Mr. Swithinbank then called on Mr. G. Harrison of Uxbridge, to propose a vote of thanks to Lord Curzon for the lucid speech he had made, and also a similar vote to Lady Curzon for attending. He thought it was most appropriate to call upon Mr. Harrison to propose the vote, for it would be remembered that he proved himself of great service to them at the last election. (Hear, hear.)
Mr. Harrison said it was gratifying to him as a Middlesex man to have the opportunity of congratulating the people of Denham upon such an excellent meeting that afternoon composed of those who were pledged to support the constitutional cause in this country. (Hear, hear.) He trusted that meetings of that kind would tend to cement that feeling of unity which they knew was so particularly necessary, to prevent the evil machinations of such men as the Socialists and those who sought to pull down and divide this mighty empire. It was a common occurrence with him as a working man, while going about among those who were opposed to him in politics, to hear them say, " What we want in this country is not a government such as we have; it is not the Queen and the Crown that we want: we want a mighty revolution." He did not mention these things in the middle of what was termed a croaker—(laughter) —or because he thought of frightening them, or wished to do so, but merely to show that it was most necessary for them to band themselves together, and to have such meetings as that, in order to defeat what such people wished to do.
Before the meeting closed, a resolution was carried with the intention that it should be passed to the Prime Minister, Lord Salisbury. The resolution notes that by 1888 the Liberal Party had split over Gladstone's policy of granting home rule to the Irish and a group calling themselves the Liberal Unionists had allied with the Conservatives. The resolution duly delivered to Lord Salisbury made Denham's contribution to the great debate of the times very clear:
"That this meeting of the Denham Habitation of the Primrose League and their friends, both Conservatives and Liberal Unionists, desire to record their admiration and respectful approbation of the consistent and able policy of Lord Salisbury and the present Ministry, and the successful results which, with the assistance of Lord Harrington and the Liberal Unionists, have crowned their courageous endeavours during the session now drawing to a close, to maintain the unity and advance the interests of the of the British Empire."
Then finally the political meeting turned back into a party as The Chronicle reported "an extremely clever and diverting musical entertainment by Mr. Frank Buckley of London, was resumed".
The lasting influence of the League
Enthusiasm for the Primrose League at that time spurred its adherents into excess. In May 1891 the Oxfordshire Telegraph reported on a political meeting in Bletchley chaired by a Labour Party member who reminded those gathered “not to be intimidated by Primrose ladies.” They had only to send to him particulars of a harassment, with evidence ready, and he would take the matter up and have the culprits punished as they deserved to be. (Prolonged applause.) He would remind these enthusiastic miscreants that the ballot was absolutely secret. He found it necessary to emphasise this, "inasmuch as the Tories were fond of giving an impression that they could tell how a labourer or any other elector voted". The ballot was entirely secret, and the Tories knew that as well.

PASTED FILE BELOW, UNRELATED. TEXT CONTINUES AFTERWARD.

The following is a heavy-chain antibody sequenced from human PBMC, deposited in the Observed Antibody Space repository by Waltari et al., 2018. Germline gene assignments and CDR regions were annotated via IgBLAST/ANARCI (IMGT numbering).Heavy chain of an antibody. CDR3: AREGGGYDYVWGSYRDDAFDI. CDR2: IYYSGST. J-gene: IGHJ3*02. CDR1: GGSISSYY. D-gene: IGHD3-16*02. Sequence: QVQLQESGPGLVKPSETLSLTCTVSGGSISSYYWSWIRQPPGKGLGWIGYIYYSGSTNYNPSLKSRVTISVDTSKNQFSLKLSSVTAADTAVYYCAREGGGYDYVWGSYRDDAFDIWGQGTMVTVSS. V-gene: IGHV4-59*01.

Nonetheless other parties realised the value of the Primrose League's initiative of mixing party politics with social events and events like this became part of the summer calendar. In September 1929 for example, Sir Oswald Mosley, then a Minister in a Labour Government before his disillusionment with mainstream politics drove him towards fascism, hosted a fete for Labour at Savay Farm. The Uxbridge and West Drayton Gazette anticipated the event: "Given a continuance of the fine weather, many hundreds should spend a happy day in the grounds of Savay Farm, Denham where the Labour Party are holding a fete, in September 1929 by kind permission of Sir Oswald Mosley, M.P., and Lady Cynthia Mosley, M.P. The grounds open at 12, sports commence at 2:30, and there will be sideshows, competitions and refreshments. Music will be provided by the Wycombe Excelsior Band, and there will be dancing on the lawn."
For Lady Cynthia, an admirer of Trostky who was known to friends and family as
"Cimmie", this fete in support of the Labour Party would have been a curious event in her family history for she was the daughter of Lord and Lady Curzon who had been the special guests at the Primrose League Party hosted by Harold Swithinbank at Denham Court in 1888.
The Primrose League itself continued to hold its social meetings for many years, but it never managed to return itself to such political relevance as between the crucial years of 1885 - 1906. As other parties and organisations emulated its tactics and techniques, the Primrose League became just one voice amongst a sea of others. It held its centenary in 1983 but was seen as little more than a Conservative social club by then. In 2004, it transferred its remaining assets to the Conservative Party that year.